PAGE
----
When FDR took his oath of office in March 1933, more than 10,000 banks had gone under following the Crash of 1929, a quarter of American workers were unemployed, and riots were breaking out at garbage dumps as people fought over scraps of food. Before the 100 days, the federal government was limited in scope and ambition; by the end, it had assumed an active responsibility for the welfare of all of its citizens.
Adam Cohen provides an illuminating group portrait of the five members of FDR's inner circle who, more than any others, drove this unprecedented transformation. These five men and women frequently pushed FDR to embrace more radical programs than he would have otherwise. FDR came to the White House with few firm commitments about how to resolve this national crisis - as a politician he was more pragmatic than ideological and, perhaps surprising given his New Deal legacy, a fiscal conservative by nature. Instead, he relied heavily on his advisers and preferred when they had conflicting views so that he could choose the best option among them. For this reason, he kept in close confidence both Frances Perkins - a feminist before her time and the strongest advocate for social welfare programs - and Lewis Douglas, an entrenched budget cutter who frequently clashed with the other members of FDR's progressive inner circle.
Rather than commit to a single solution or ideology, FDR favored a policy of "bold, persistent experimentation". As a result, he presided over the most feverish period of government activity in American history, one that gave birth to modern America.The political fault lines of this era - welfare, government regulation, agriculture policy - remain with us today.
©2008 Adam Cohen; (P)2009 Tantor
"A crucial human story which goes beyond that found in most FDR biographies." (Library Journal)
"An elucidating, pertinent and timely work on the makings of government." (Kirkus)
I have been reading about Roosevelt and his presidency for the last few months. There are many books about Roosevelt and his leadership, but where some of them are weak, it is that they focus too much on the man, and too little on those with whom he worked, and sometimes too little on policy.
Nothing to Fear is an account of the fabled first 100 days of Roosevelt's first term, and the characters who came together to make it.
Nothing to Fear exemplifies good story telling, with policy and human interest finely balanced. While we are introduced to the origins and development of Henry Wallace, Stevens, Perkins, Hopkins, Moley, etc, we are then, in the epilogue learn about their diverse fates.
In one review the author was taken to task for not assimilating more recent views of Hoover into his account. This doesn't hold up. There is an ongoing discussion about Hoover, his limitations, and his belief in the role of government.
These profiles indicate that the reforms of the New Deal were not merely the work of a great man, but resulted from the coming together of many who reached similar conclusions about the role of government. Despite Hoover's brilliance, he did not share the view that government should intervene in the economy, and this transformation could not have happened during his tenure.
The profiles of Frances Perkins and Henry Wallace were especially interesting, and despite my previous reading, I had no idea of the important role of Frances Perkins as an architect of Social Security.
I hope the author is working on a follow up.
This is an excellent book about politics and the politics of crisis management. It shows that the president, in this case FDR, does not do everything, and that what goes on in the White House and the Executive Office building & the cabinet departments is much more heterogeneous and complex than you might think from reading the newspaper or listening to the radio (in that day) or watching pundits on TV or reading narrowly-focused websites (in this day). I particularly liked the author's focus on the key advisors of FDR's first year, some of whom stayed with him, some dropped off later and at least one or two became vociferous opponents later on. You can see how their "politics" and "ideologies" were formed and how those pre-set features played out flexibly or inflexibly in 1933. I am puzzled by the earlier review that suggested the author spent too much time on Frances Perkins. My impression is that she got just enough, and no more than Rexford Tugwell and the others.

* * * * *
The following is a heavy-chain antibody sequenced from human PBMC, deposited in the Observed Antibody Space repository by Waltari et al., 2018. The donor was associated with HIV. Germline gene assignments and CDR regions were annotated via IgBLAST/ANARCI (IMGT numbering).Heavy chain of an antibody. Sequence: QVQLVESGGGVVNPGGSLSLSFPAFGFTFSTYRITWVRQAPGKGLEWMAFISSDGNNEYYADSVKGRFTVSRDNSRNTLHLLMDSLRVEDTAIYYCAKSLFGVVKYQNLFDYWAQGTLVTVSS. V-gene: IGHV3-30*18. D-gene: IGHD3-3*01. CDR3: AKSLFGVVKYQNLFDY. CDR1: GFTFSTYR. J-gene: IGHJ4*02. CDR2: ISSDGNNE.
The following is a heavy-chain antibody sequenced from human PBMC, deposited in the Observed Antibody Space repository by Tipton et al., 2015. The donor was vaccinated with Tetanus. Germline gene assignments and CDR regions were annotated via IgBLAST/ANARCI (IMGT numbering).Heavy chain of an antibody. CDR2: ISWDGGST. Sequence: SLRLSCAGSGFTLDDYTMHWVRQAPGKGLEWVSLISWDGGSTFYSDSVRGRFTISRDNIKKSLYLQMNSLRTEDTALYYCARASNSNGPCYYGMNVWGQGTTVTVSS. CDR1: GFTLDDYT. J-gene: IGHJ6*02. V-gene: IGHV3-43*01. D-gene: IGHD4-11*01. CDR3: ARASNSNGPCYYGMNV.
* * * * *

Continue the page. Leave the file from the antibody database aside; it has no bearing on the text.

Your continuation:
The experience of 1933 is relevant to the current time, as well, so there is no reason to leave off some of the author's thoughts about how we can use the 1933 experience to help us understand the 2008-2010 experience. That does not mean that the actual policies of 1933 could be used to remedy our current economic malaise (and the policies of 1933, as shown by the book, were internally contradictory in any case). But an understanding of the complexity of the policymaking process, in normal times and in times of crisis, is a good tonic to help understand what is happening now.
Well narrated too.
This was a good read but really focused on Roosevelt's cabinet, not Roosevelt, himself. The author spent too much time on Perkins. Toward the end of the book, the author gets involved in a little Bush and Republican bashing which really is unecessary in what is supposed to be a historical account, not a political memoir.
It was a good history of the 100 days period. However, sometimes the overall story got lost in backstory of some of the figures. It seemed like some of the cabinet members were covered a lot more than others, maybe those which interested the author most. But what it covers, it covers well.
The story could have given more of Roosevelts personality not just certain of his cabinet members.
Tell us about yourself!
Written as a narrative, this is very easy to listen to. This is one of my top 5 audio books! Highly recommended.
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